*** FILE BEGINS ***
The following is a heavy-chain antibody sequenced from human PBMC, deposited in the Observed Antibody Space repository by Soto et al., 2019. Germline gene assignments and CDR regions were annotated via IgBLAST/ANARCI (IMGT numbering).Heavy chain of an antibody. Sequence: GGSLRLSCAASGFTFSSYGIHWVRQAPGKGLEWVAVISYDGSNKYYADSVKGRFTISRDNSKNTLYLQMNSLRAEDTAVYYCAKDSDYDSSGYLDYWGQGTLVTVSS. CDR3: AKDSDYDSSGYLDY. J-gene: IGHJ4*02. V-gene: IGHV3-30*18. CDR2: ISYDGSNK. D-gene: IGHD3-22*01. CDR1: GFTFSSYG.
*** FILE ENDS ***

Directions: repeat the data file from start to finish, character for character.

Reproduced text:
The following is a heavy-chain antibody sequenced from human PBMC, deposited in the Observed Antibody Space repository by Soto et al., 2019. Germline gene assignments and CDR regions were annotated via IgBLAST/ANARCI (IMGT numbering).Heavy chain of an antibody. Sequence: GGSLRLSCAASGFTFSSYGIHWVRQAPGKGLEWVAVISYDGSNKYYADSVKGRFTISRDNSKNTLYLQMNSLRAEDTAVYYCAKDSDYDSSGYLDYWGQGTLVTVSS. CDR3: AKDSDYDSSGYLDY. J-gene: IGHJ4*02. V-gene: IGHV3-30*18. CDR2: ISYDGSNK. D-gene: IGHD3-22*01. CDR1: GFTFSSYG.